Apple and Psystar have agreed to a private ADR session to attempt a resolution to the ongoing lawsuit filed by Apple. It appears they opted out of the court-provided ADR options for a private mediation service.
Psystar is a Florida corporation that has received some level of attention over a recent website that sold custom-built computers with Apple’s OS X operating system installed. Such setups, PCs running Macintosh operating systems, are often dubbed “Mac Clones.” Apple places legal restrictions on its software with a license agreement stating that OS X should only be run on its proprietary hardware. Psystar argues that such restrictions are unenforceable and countersued.
It does strike me as strange that anyone can walk into an Apple Store and purchase a copy of OS X, but then would be restricted from installing it on their PC. Indeed, that’s what Psystar was doing – telling its customers that if they purchased OS X, Psystar would install it on the PC for free. They argue their process was an end-around the license agreement.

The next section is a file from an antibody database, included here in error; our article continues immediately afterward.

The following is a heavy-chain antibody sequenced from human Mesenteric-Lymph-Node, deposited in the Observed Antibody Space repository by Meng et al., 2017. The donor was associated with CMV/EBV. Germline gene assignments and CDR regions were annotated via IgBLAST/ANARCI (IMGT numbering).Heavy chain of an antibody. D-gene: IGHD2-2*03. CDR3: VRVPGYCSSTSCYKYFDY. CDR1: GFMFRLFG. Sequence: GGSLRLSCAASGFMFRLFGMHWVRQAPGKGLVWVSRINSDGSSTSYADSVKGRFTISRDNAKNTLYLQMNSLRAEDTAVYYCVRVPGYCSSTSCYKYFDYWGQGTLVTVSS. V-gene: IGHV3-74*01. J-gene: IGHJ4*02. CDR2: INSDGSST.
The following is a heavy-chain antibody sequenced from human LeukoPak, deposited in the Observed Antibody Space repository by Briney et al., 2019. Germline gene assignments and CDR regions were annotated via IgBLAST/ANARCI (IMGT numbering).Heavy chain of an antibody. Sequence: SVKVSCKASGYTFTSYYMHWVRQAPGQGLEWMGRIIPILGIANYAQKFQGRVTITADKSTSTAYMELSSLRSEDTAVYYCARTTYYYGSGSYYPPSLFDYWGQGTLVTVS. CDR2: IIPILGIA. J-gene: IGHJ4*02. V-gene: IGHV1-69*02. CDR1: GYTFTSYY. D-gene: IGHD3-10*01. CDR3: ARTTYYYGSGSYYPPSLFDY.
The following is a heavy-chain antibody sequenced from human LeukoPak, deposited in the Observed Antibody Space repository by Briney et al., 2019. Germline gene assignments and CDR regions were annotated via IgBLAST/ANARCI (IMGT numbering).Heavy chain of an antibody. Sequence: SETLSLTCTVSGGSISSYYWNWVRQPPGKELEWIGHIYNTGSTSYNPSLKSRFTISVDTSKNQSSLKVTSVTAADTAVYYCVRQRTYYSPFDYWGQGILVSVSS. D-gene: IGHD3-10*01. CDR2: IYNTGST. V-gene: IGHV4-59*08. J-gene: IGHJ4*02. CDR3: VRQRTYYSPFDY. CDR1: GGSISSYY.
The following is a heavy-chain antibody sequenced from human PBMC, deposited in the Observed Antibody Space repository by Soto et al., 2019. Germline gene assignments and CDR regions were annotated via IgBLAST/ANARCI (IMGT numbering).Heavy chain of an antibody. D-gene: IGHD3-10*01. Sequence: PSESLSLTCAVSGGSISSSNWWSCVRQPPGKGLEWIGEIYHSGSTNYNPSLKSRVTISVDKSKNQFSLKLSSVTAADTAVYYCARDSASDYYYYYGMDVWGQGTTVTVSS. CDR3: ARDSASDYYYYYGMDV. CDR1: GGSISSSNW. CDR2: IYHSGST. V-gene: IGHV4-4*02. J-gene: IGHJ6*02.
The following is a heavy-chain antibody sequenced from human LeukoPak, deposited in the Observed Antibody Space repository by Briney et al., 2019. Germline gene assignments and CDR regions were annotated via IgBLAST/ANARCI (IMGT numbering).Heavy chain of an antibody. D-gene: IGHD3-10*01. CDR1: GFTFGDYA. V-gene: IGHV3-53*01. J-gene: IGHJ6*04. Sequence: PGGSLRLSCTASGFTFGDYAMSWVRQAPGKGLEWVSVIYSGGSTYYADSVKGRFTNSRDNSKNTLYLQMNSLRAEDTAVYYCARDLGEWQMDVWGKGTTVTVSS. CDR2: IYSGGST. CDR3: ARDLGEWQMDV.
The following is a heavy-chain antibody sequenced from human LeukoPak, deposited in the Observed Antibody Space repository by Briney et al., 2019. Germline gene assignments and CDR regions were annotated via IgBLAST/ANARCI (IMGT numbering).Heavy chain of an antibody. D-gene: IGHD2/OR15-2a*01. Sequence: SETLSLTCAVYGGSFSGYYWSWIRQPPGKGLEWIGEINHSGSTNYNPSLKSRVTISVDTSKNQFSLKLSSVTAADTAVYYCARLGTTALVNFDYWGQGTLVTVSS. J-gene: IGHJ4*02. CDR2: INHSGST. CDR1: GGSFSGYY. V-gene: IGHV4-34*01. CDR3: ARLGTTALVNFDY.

This is a great look at the advantages of ADR, and a classic case for its usefulness. Psystar is a small company that probably doesn’t want to engage in a drawn out litigation with a monster like Apple, and the last thing Apple wants is a court opinion holding its user license agreement unenforceable. By choosing private mediation, the parties may be able to reach a private settlement that would allow Psystar to cut its losses (or even take home some winnings), and let Apple resolve the issue without showing a chink in its armor.
This should be interesting as it develops.
The initial report:
Another article, which contains a link to the full ADR agreement:
A few more articles on the suit: